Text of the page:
"You know, the first place to cut is marketing."
The devaluing of marketing seems an acceptable mantra during challenging economic times, as if strategies that promote sales are expendable sprinkles on top of the corporate cake. In truth, the lack of effective marketing destabilizes brands and can lead to dead silence at the register. The time to be committed to the consumer sell, from the corporate campus to Wall Street to Main Street, is even more critical when the financial climate is tenuous.
If you doubt the importance of consumer marketing, ask some simple questions: When consumers don't know about or care about a product/service, does it sell? If consumers know about a product yet no one is persuaded to buy it, does it sell? When the retailer doesn't support a product, will it move from shelf to shopping cart? Lastly, if a company doesn't want to invest in the sell, why would it bother producing it or should potential shareholders consider investing in it? No product sells itself. Without the support of targeted, strategic marketing, the best of corporate intentions may be wasted efforts.
Not always within the cross hairs of Wall Street analysts, a corporation's marketing initiatives are crucial when weighing the validity of potential investments in the company. It is imperative that marketing plans be consistently scrutinized by seasoned experts. Like most other professions, smart marketers can see the strengths and limitations of fellow marketers' plans. This understanding is tantamount to successful analysis, and the need for such expertise should not be taken lightly.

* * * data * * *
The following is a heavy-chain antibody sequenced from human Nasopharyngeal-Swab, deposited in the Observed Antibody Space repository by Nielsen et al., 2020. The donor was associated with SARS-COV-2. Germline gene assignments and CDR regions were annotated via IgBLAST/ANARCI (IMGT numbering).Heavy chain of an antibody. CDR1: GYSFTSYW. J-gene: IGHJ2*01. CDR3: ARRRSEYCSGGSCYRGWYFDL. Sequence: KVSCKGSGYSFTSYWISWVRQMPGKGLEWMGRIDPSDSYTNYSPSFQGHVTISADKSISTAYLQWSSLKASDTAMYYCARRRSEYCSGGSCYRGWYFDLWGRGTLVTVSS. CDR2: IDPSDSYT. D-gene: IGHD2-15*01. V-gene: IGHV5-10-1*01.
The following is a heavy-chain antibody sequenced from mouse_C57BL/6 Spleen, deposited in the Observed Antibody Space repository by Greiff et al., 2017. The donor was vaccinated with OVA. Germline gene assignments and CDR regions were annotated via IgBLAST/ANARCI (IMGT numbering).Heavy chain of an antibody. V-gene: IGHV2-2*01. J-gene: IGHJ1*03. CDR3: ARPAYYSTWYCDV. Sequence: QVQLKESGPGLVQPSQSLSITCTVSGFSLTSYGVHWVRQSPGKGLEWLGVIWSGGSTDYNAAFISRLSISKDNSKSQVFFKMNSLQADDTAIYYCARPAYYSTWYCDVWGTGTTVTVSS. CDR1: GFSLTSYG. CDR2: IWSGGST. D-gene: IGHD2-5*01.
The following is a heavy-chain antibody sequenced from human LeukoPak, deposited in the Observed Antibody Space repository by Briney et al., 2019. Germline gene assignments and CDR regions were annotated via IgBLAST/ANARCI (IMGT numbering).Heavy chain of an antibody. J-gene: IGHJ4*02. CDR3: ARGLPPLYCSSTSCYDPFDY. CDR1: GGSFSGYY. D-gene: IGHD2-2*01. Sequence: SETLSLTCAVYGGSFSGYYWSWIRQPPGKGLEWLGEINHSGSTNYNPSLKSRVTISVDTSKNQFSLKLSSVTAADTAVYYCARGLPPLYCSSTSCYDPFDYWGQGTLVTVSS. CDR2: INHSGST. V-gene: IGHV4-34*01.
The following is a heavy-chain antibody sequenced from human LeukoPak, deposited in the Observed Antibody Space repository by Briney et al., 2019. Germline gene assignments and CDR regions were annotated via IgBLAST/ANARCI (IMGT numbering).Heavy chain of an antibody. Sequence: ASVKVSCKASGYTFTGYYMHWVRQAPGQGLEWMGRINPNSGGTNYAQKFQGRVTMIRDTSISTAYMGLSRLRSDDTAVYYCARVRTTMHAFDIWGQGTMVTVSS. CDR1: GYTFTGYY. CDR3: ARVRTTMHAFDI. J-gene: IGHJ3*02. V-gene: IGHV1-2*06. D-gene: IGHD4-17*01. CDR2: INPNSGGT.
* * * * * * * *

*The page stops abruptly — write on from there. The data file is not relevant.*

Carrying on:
Analyzing marketing strategy is a not a trip to the shallow end, but a deep dive by trained professionals. The questions asked by investors and shareholders must go beyond who is the new CMO or what will be the next hot ad campaign. It's not simply the percentages of spend in general terms, nor is it just past results and a broad stroke glimpse into the future. It's a constant, comprehensive study, not something that simply needs to be considered at quarterly or annual meetings.
If a publicly traded corporation loses a factory to fire, stock prices would fall accordingly. However, if a corporation wastes $100 million on a bad ad campaign, average investors may not realize it because of the way information is presented to them. It is, most certainly, difficult to quantify many forms of advertising and marketing. However, it is not impossible to measure a great deal of it. Expert vigilance is key to successful investment, as it is critical to protecting the investor's profit.
At the beginning of the Recession, I spoke with an old friend who was working on the marketing business for a publicly traded cruise line. One of the cruise line leaders, citing the economy and his personal perspective regarding the expendability of advertising and promotion, canceled all of the line's advertising and promotional efforts. He was convinced, it seemed, that the company would magically generate sales with even less support than the lean initiatives that had been in place. Instead, the strategy (or lack there of) severed much of the company's exposure in the marketplace and arguably cost the company sales in an already tough economy. Surprisingly, no one seemed to question of the move. Most likely, it was because no one on Wall Street or those holding shares even knew the move was made.
You don't need to be an economic scholar to understand the basics of supply and demand. If a consumer product falls in the retail forest and no one cares, the register won't make a sound. And in this economy, we need to make as much smart noise as possible.
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